341 BC

341 BC

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Year 341 BC was a year of the pre-Julian Roman calendar
Roman calendar
The Roman calendar changed its form several times in the time between the founding of Rome and the fall of the Roman Empire. This article generally discusses the early Roman or pre-Julian calendars...

. At the time it was known as the Year of the Consulship of Venno and Privernas (or, less frequently, year 413 Ab urbe condita
Ab urbe condita
Ab urbe condita is Latin for "from the founding of the City ", traditionally set in 753 BC. AUC is a year-numbering system used by some ancient Roman historians to identify particular Roman years...

). The denomination 341 BC for this year has been used since the early medieval period, when the Anno Domini
Anno Domini
and Before Christ are designations used to label or number years used with the Julian and Gregorian calendars....

 calendar era
Calendar era
A calendar era is the year numbering system used by a calendar. For example, the Gregorian calendar numbers its years in the Western Christian era . The instant, date, or year from which time is marked is called the epoch of the era...

 became the prevalent method in Europe for naming years.

Macedonia

  • Philip II of Macedon
    Philip II of Macedon
    Philip II of Macedon "friend" + ἵππος "horse" — transliterated ; 382 – 336 BC), was a king of Macedon from 359 BC until his assassination in 336 BC. He was the father of Alexander the Great and Philip III.-Biography:...

     completes his annexation of Thrace
    Thrace
    Thrace is a historical and geographic area in southeast Europe. As a geographical concept, Thrace designates a region bounded by the Balkan Mountains on the north, Rhodope Mountains and the Aegean Sea on the south, and by the Black Sea and the Sea of Marmara on the east...

    . This is regarded by Athens
    Athens
    Athens , is the capital and largest city of Greece. Athens dominates the Attica region and is one of the world's oldest cities, as its recorded history spans around 3,400 years. Classical Athens was a powerful city-state...

     as a further threat to the city's safety.

Greece

  • Demosthenes
    Demosthenes
    Demosthenes was a prominent Greek statesman and orator of ancient Athens. His orations constitute a significant expression of contemporary Athenian intellectual prowess and provide an insight into the politics and culture of ancient Greece during the 4th century BC. Demosthenes learned rhetoric by...

     delivers his Third Philippic
    Third Philippic
    The Third Philippic was delivered by the prominent Athenian statesman and orator, Demosthenes, in 341 BC. It constitutes the third of the four philippics.-Historical background:...

    . In it, he demands resolute action against Philip II. Demosthenes now dominates Athenian politics and is able to considerably weaken the pro-Macedonian faction led by Aeschines
    Aeschines
    Aeschines was a Greek statesman and one of the ten Attic orators.-Life:Although it is known he was born in Athens, the records regarding his parentage and early life are conflicting; but it seems probable that his parents, though poor, were respectable. Aeschines' father was Atrometus, an...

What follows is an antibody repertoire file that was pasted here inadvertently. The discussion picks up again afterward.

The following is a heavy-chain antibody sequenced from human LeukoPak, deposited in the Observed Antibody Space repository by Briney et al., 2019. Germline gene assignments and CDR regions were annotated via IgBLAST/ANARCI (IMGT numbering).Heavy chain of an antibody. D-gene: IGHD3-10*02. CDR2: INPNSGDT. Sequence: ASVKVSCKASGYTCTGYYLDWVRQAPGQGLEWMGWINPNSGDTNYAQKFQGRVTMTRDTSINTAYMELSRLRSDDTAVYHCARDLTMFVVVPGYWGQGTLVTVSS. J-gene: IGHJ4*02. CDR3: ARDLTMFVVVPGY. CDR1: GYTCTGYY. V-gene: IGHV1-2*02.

. As a result, Demosthenes becomes controller of the Athenian navy.
  • A grand alliance is organised by Demosthenes against Philip II, which includes Byzantium and former enemies of Athens, such as Thebes. These developments worry Philip and increase his anger towards Demosthenes. The Athenian Assembly, however, lays aside Philip's grievances against Demosthenes' conduct and denounce the Peace of Philocrates
    Peace of Philocrates
    Peace of Philocrates is the name given to the peace treaty concluded in 346 BC between Athens and Macedon under Philip II. Philocrates was the name of the main Athenian negotiator of the Treaty.-Background:...

     which has been signed by both sides in 346 BC
    346 BC
    Year 346 BC was a year of the pre-Julian Roman calendar. At the time it was known as the Year of the Consulship of Corvus and Visolus...

    , an action equivalent to an official declaration of war by Athens
    Athens
    Athens , is the capital and largest city of Greece. Athens dominates the Attica region and is one of the world's oldest cities, as its recorded history spans around 3,400 years. Classical Athens was a powerful city-state...

     against Macedon
    Macedon
    Macedonia or Macedon was an ancient kingdom, centered in the northeastern part of the Greek peninsula, bordered by Epirus to the west, Paeonia to the north, the region of Thrace to the east and Thessaly to the south....

    ia.

Roman Republic

  • The First Samnite War ends with Rome
    Roman Republic
    The Roman Republic was the period of the ancient Roman civilization where the government operated as a republic. It began with the overthrow of the Roman monarchy, traditionally dated around 508 BC, and its replacement by a government headed by two consuls, elected annually by the citizens and...

     triumphant and the Samnites willing to make peace. The war is ended with a hasty peace agreement, owing to a revolt by Rome's Latin allies, who resent their dependence on the dominant city. Despite its brevity, the First Samnite War results in the major acquisition by Rome of the rich land of Campania
    Campania
    Campania is a region in southern Italy. The region has a population of around 5.8 million people, making it the second-most-populous region of Italy; its total area of 13,590 km² makes it the most densely populated region in the country...

     with its capital of Capua
    Capua
    Capua is a city and comune in the province of Caserta, Campania, southern Italy, situated 25 km north of Naples, on the northeastern edge of the Campanian plain. Ancient Capua was situated where Santa Maria Capua Vetere is now...

    .